Michael Barone dubbed the Obama administration’s casual attitude toward fundamental legal niceties “gangster government.” Based on recently unsealed documents in the shareholder litigation over the government’s appropriation of the profits of Fannie Mae and Freddie Mac, New York Times business columnist Gretchen Morgenson provides one more striking case study:
In August 2012, the federal government abruptly changed the terms of the bailout provided to Fannie Mae and Freddie Mac, the mortgage finance giants that had been devastated by the financial crisis. Instead of continuing to receive payments on the taxpayer assistance, Treasury officials decided to begin seizing all the profits both companies generated every quarter.
It was an unusual move, given that the companies still had public shareholders. But it was necessary, the Treasury said, to protect taxpayers from likely future losses in their operations. Justice Department lawyers have reiterated this view in court, saying that the bailout terms were modified because the companies were in a death spiral.
But newly unsealed documents show that as early as December 2011, high-level Treasury officials knew that Fannie and Freddie would soon become profitable again. The materials also show that government officials involved in the decision to divert the profits knew the change would most likely generate more money for Treasury than the original rescue terms, which required the companies to pay taxpayers 10 percent annually on the bailout assistance they had received.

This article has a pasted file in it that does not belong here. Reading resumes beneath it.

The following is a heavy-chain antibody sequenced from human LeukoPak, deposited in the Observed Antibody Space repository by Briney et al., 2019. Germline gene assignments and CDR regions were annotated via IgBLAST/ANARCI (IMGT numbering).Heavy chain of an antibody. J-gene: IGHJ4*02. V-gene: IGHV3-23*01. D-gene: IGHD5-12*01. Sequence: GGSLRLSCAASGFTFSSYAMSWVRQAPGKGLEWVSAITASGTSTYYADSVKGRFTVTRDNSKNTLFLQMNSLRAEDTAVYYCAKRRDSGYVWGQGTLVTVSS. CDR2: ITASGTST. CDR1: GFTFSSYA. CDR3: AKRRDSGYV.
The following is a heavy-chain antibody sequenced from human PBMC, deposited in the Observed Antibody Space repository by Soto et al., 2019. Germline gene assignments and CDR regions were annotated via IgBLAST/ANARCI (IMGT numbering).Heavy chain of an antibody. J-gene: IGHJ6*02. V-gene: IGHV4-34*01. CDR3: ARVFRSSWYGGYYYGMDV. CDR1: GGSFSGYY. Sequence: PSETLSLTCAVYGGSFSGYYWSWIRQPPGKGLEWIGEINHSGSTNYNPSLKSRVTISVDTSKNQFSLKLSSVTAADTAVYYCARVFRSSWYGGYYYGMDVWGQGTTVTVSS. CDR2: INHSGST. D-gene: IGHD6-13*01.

Morgenson also provides a glimpse of the tactics that proved so useful to the modus operandi of gangster government:
From the outset, the government demanded unusual secrecy in the litigation, withholding more than 11,000 documents and asserting that they were protected by various privileges. In a rare move, the government asserted presidential privilege on 45 documents.
The Obama administration argued that disclosure of the documents would roil the financial markets.
But it has been almost nine years since the government took over Fannie and Freddie in the face of a growing mortgage mess. The companies remain in conservatorship and are essentially the last piece of unfinished business from the crisis.
The document stating that the profit sweep would probably generate more money to the government than the previous arrangement also contradicts court testimony from another housing official, Mario Ugoletti, a former special adviser to the director of the housing finance agency.
Mr. Ugoletti swore in a 2013 declaration that by mid-2012, the amounts owed by Fannie and Freddie under the original rescue had grown so large that “it appeared unlikely that either of the enterprises would be able to meet that amount consistently without drawing additional funds from Treasury.”
The intention of the change “was not to increase compensation to Treasury,” he stated.
Mr. Ugoletti could not be reached for comment for this article.
Morgenson notes that the documents on which her article is based have been a long time coming. Morgenson’s column makes clear why this would be the case.